Positron emission tomography probe demonstrates a striking concentration of ribose salvage in the liver.
As stem cell-based therapies move into the clinic, there is a pressing need for new methods to monitor the activity of these therapies in patients. One area where this is particularly true is in the liver, a highly regenerative organ. In this paper, we develop a new clinically-relevant imaging technique that can be used to monitor the function of liver cells in mice and people. We carefully characterize this new technique and show that it can distinguish healthy from diseased liver in mice. We anticipate that this technique will become an important clinical tool and will enable physicians to better treat patients with stem cell-based therapies.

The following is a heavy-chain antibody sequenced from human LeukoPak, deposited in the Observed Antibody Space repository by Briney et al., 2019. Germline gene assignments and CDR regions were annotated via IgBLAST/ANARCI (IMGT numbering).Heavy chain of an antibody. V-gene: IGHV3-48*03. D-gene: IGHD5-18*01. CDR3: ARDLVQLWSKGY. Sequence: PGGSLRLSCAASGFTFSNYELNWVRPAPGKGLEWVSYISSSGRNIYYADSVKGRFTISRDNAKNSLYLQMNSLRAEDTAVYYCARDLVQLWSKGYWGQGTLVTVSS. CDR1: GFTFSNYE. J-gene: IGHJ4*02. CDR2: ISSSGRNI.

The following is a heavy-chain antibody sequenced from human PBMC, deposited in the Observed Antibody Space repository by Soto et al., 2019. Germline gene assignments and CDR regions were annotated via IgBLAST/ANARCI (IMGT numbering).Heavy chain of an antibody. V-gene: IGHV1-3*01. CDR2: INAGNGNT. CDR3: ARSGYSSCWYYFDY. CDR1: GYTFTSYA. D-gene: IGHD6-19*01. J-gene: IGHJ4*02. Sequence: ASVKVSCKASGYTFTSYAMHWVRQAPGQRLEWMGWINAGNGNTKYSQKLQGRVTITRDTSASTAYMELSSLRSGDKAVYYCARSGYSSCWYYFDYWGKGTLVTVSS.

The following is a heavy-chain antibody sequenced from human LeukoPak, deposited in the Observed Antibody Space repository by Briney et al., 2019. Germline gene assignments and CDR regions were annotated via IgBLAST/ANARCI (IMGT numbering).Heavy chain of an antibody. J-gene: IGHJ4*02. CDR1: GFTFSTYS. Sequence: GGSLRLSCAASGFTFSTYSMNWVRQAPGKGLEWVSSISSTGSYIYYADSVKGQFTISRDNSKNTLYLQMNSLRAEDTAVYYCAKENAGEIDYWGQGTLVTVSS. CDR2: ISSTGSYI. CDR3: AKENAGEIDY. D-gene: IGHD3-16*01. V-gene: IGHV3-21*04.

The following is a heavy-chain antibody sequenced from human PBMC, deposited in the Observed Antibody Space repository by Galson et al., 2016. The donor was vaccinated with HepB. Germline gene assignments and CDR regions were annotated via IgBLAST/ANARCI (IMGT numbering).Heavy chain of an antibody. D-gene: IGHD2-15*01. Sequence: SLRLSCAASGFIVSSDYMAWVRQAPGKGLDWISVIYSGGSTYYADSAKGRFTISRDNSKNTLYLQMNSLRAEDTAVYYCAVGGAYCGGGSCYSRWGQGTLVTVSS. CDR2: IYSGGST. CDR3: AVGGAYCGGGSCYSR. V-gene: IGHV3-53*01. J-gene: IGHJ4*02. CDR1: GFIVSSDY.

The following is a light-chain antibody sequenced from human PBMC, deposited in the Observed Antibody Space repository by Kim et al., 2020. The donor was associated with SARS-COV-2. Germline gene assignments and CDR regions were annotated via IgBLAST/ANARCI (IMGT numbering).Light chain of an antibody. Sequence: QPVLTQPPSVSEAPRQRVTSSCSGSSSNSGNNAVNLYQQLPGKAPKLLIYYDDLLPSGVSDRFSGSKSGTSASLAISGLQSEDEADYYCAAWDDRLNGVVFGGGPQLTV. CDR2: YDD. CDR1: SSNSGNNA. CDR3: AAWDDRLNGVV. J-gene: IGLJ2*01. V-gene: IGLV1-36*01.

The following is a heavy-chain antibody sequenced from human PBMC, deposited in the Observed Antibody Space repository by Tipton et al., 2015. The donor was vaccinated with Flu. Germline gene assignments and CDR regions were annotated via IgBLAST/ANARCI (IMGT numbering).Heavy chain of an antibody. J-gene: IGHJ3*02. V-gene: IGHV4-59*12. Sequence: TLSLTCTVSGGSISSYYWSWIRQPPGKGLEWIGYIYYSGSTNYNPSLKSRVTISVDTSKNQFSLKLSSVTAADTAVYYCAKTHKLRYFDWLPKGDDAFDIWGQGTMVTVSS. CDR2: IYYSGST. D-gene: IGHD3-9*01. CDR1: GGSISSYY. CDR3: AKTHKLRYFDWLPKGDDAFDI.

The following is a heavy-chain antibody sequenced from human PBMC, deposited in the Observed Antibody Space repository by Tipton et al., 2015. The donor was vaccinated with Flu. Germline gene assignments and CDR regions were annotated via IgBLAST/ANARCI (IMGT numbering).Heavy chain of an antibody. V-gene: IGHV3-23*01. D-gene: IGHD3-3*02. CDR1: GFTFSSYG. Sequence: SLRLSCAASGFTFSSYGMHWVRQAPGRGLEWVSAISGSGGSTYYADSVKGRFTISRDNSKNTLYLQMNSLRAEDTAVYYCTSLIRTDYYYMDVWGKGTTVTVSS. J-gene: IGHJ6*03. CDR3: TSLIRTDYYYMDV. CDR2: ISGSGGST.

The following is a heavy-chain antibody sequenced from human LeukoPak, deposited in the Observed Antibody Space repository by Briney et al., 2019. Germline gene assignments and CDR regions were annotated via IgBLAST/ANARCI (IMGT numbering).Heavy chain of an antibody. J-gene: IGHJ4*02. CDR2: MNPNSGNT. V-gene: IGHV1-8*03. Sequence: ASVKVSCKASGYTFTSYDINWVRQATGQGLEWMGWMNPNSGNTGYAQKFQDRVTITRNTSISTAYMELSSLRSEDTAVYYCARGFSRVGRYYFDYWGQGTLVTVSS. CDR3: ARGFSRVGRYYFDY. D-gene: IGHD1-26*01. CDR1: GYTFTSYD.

PET is a powerful technique for quantifying and visualizing biochemical pathways in vivo. Here, we develop and validate a novel PET probe, [(18)F]-2-deoxy-2-fluoroarabinose ([(18)F]DFA), for in vivo imaging of ribose salvage. DFA mimics ribose in vivo and accumulates in cells following phosphorylation by ribokinase and further metabolism by transketolase. We use [(18)F]DFA to show that ribose preferentially accumulates in the liver, suggesting a striking tissue specificity for ribose metabolism. We demonstrate that solute carrier family 2, member 2 (also known as GLUT2), a glucose transporter expressed in the liver, is one ribose transporter, but we do not know if others exist. [(18)F]DFA accumulation is attenuated in several mouse models of metabolic syndrome, suggesting an association between ribose salvage and glucose and lipid metabolism. These results describe a tool for studying ribose salvage and suggest that plasma ribose is preferentially metabolized in the liver.